In the US, a Texas hospital system’s mandatory COVID-19 vaccination policy for employees can stand after a federal judge dismissed a closely watched lawsuit from workers refusing to get the jab.
Houston Methodist Hospital suspended 178 workers for not getting vaccinated by a June 7 deadline. The hospital said the system is “to keep staff, patients, and their families safer”.
The 117 suing workers, including plaintiff Jennifer Bridges, a nurse for almost seven years at the hospital system, had their own choices to make, the judge said. Bridges and other plaintiffs had every right to accept or refuse the vaccine.
In an interview, Bridges told the media she was prepared to eat biscuits every day if it meant standing by her conviction.
And that is what is difficult for some to understand. Many unvaccinated people have the threat of loss of job, not travelling again, not socialising with certain friends and being slighted by some hanging over their heads. Yet they will not change their minds. And we have to respect that. Just as we respect those who choose to take the jab.
With emotions aside though, we must admit that sound arguments have come from both sides of the divide. The lawyers have offered their interpretations of the law.
However, here in Barbados, we are governed by the law, so that when the Minister of Labour Colin Jordan spoke, both employers and employees needed to listen.
The minister stated emphatically that employers “cannot dismiss workers for not taking the vaccine” since there was no such law in Barbados.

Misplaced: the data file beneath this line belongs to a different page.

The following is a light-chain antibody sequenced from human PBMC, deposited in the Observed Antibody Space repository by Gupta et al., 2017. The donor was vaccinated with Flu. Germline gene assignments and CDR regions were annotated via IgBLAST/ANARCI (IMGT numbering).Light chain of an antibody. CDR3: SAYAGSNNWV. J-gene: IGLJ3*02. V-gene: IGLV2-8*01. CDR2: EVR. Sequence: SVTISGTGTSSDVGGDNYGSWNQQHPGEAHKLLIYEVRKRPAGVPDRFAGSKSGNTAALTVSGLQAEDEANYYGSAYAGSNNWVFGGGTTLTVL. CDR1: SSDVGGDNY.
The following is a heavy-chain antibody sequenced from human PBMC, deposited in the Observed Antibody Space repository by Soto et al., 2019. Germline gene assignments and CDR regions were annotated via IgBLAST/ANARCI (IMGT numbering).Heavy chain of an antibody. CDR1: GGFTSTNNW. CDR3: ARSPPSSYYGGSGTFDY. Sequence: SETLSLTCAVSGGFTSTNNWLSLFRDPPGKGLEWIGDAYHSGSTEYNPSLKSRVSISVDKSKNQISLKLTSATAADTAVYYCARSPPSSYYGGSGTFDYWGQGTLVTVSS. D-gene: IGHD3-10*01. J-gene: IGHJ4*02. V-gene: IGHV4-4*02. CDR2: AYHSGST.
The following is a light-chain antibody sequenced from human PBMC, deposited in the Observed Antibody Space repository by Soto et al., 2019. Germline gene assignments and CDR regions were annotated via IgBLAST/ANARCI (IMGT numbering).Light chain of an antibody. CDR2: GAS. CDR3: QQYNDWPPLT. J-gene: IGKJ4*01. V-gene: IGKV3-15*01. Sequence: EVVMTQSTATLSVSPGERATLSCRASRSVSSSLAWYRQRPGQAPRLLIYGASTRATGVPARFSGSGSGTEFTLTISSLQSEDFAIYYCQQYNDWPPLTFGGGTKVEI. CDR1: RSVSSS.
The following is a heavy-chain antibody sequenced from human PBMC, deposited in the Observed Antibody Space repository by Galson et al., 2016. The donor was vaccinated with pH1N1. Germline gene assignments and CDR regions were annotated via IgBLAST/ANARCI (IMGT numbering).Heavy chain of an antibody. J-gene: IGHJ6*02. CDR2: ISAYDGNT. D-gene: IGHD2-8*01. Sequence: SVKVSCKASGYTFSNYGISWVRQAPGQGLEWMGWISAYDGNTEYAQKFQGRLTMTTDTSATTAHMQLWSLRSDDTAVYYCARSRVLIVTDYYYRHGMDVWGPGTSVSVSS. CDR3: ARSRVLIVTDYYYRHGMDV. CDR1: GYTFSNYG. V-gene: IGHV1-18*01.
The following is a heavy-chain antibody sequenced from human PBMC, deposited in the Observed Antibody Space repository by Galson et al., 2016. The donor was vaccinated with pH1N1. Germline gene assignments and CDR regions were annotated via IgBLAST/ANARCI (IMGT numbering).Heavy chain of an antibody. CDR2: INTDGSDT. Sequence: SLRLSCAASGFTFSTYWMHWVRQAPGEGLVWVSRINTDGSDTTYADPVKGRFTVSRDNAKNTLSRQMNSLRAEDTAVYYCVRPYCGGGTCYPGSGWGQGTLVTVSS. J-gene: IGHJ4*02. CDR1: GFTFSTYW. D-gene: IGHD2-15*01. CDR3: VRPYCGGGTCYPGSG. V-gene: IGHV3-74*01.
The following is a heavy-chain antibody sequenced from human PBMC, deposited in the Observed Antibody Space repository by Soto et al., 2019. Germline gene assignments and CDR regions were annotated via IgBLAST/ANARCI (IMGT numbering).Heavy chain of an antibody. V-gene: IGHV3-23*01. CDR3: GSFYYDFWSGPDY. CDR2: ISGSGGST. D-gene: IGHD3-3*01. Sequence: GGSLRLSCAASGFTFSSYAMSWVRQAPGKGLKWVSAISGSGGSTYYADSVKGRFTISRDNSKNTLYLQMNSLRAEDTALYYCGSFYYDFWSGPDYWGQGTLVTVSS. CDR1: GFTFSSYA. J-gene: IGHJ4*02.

The labour minister said: “Barbados has not made the taking of a COVID-19 vaccine mandatory and so there is no legislation that requires a worker to be vaccinated. Employers in Barbados cannot simply dismiss workers for not taking the COVID-19 vaccination.”
He went out to cite the Employment (Prevention of Discrimination) Act.
“Workers in Barbados are protected by the Employment (Prevention of Discrimination) Act, which, among other things, prohibits discrimination on the grounds of a person’s medical condition,” he said. “Additionally, employers are prohibited from requiring a person to be tested for a medical condition either as a precondition for entering into a contract of employment or as a condition for continuing employment. This prohibition is subject to if the test or knowledge of a medical condition is required because of what is called a genuine occupational qualification.”
We expect the debate will continue but we hope that people will be respectful of each other’s stance on the matter. No one group should feel pressured or slighted by the other.
To date, science still states that sanitising and wearing masks are the most effective ways to fight the COVID battle. The science also suggests that vaccines are effective in preventing severe illness, hospitalization and death from a virus that has killed scores of Barbadians. Let us fight COVID, not each other.